Turkey’s increasingly conflicted role in fight against ISIS

According to a report via The Washington Post, extensive bilateral meetings between American and Turkish officials have resulted in a welcome framework agreement. The talks have led both nations to consent to a plan that would finally result in the NATO ally committing to fight directly Islamic State militants battling Kurdish fighters on Syria’s northern border.


While the administration reportedly rejects the creation of a no-fly zone along the Turkish-Syrian border, a new plan would create a “safe zone” along the border policed by Turkish forces in which U.S.-backed anti-ISIS militants would enter Syria.

“Under the plan, U.S. aircraft flying from Turkey’s Incirlik air base would target positions the militants currently hold along the border north of Aleppo, eastward toward the besieged town of Kobane,” The Post reported. “Turkish special forces would move into the area to assist targeting and help Syrian opposition fighters consolidate their hold on the territory.”

The proposal at least partly addresses Turkey’s long-standing desire for a protected buffer zone inside Syria along the entire 511-mile border, while providing the faltering rebel fighters with a much-needed boost.

In exchange, U.S. access to Incirlik for use of manned warplanes and armed drones throughout Syria would add as many as six hours to the amount of time that individual strike aircraft could spend “on station,” locating and reaching targets. Aircraft currently striking Islamic State positions in northern and eastern Syria fly from bases in the Persian Gulf, a distance of about 1,000 miles.

This plan would also necessarily require a “significant increase” in the amount of coalition funding and airpower presently committed to fighting the Islamic State inside Syria, according to The Post. Nevertheless, this commitment from Turkey to provide for its border security would be a positive development, particularly considering the disturbing reports which indicate that ISIS fighters are freely transiting across the Turkish border.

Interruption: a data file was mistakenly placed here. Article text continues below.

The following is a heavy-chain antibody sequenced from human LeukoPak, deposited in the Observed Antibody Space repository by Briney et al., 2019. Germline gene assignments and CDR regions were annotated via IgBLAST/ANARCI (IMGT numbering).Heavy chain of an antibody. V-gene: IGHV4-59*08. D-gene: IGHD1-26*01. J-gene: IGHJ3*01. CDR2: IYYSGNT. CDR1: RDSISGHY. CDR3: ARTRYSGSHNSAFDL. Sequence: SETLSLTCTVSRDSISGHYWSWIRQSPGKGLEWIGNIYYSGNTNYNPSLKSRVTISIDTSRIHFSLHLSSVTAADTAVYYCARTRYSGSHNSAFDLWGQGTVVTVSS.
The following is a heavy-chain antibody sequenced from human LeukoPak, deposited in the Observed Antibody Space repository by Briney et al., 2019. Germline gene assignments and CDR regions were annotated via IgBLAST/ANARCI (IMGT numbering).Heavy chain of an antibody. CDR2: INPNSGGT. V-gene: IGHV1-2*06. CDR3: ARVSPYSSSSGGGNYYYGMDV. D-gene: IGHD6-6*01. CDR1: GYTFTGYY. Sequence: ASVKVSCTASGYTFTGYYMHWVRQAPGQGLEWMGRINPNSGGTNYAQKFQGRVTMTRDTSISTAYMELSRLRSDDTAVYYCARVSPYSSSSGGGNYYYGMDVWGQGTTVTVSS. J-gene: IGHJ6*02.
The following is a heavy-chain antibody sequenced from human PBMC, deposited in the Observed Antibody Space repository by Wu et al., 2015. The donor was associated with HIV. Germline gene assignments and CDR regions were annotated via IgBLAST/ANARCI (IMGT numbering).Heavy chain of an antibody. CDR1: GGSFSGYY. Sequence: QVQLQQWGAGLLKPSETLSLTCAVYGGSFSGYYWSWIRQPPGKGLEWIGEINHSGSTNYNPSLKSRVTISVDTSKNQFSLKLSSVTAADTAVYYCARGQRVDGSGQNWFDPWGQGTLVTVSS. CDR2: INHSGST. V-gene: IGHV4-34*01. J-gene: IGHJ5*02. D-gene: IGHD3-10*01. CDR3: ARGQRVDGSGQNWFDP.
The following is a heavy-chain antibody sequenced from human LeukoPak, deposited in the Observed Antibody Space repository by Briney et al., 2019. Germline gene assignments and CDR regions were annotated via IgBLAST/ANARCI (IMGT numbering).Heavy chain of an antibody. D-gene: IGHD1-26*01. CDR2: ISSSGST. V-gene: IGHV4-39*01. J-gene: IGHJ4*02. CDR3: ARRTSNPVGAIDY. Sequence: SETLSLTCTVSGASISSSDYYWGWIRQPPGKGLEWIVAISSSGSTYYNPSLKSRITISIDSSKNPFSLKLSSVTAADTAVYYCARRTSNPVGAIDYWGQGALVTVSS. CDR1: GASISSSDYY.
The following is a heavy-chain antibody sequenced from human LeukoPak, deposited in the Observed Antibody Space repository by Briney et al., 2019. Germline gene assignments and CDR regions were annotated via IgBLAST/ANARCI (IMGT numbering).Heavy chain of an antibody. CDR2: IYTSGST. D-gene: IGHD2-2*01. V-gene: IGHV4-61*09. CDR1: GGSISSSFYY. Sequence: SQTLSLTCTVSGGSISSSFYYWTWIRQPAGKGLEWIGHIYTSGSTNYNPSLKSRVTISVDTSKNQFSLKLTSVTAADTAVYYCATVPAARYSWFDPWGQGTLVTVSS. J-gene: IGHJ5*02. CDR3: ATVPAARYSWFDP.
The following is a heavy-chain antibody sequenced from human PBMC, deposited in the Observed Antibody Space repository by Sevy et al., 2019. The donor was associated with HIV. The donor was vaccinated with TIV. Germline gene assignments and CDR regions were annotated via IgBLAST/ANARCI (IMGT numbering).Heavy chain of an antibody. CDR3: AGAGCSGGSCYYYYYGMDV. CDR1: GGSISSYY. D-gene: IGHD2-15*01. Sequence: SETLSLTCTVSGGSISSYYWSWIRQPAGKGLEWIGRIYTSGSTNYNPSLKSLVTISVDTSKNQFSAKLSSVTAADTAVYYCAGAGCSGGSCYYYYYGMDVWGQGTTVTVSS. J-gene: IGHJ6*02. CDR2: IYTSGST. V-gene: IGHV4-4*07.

“ISIS launched an attack Saturday on the Syrian border town of Kobani from Turkey, a Kurdish official and activists said, although Turkey denied that the fighters had used its territory for the raid,” The CBC reported over the weekend.

The assault began when a suicide bomber driving an armoured vehicle detonated his explosives on the border crossing between Kobani and Turkey, said the Britain-based Syrian Observatory for Human Rights and Nawaf Khalil, a spokesman for Syria’s powerful Kurdish Democratic Union Party.

The Islamic State in Iraq and Syria group “used to attack the town from three sides,” Khalil said. “Today, they are attacking from four sides.”

Associated Press journalists saw thick black smoke rise over Kobani during the attack. The sound of heavy gunfire echoed through the surrounding hills as armoured vehicles took up positions on the border. The Observatory said heavy fighting also took place southwest of the town where ISIS brought in tanks to reinforce their fighters.

“It is now clear that Turkey is openly co-operating with Daesh,” a Kurdish official said, using a loose acronym for the Islamic State which is popular in the region.

It is hard to imagine that ISIS fighters could have infiltrated Turkey with the intention of mounting attacks into Kobane without the tacit support of local Turkish authorities, even despite the porous nature of that border region.


In fact, this would not even be the first time that Turkish authorities were accused of indifference or worse toward ISIS.

“Local Turkish-Kurdish farmers have been reporting for weeks that they see militants slip back and forth, especially to the west of the mainly Kurdish town, and Kurdish activists have photographed ISIS fighters apparently fraternizing with Turkish soldiers at the final Turkish border fence, which would put them, officially, inside Turkey,” observed a Daily Beast reporter.

Marshaling Turkish forces to finally address the threat posed by ISIS would be a net benefit for the West, particularly given Ankara’s apparent desire to appear neutral in this conflict.

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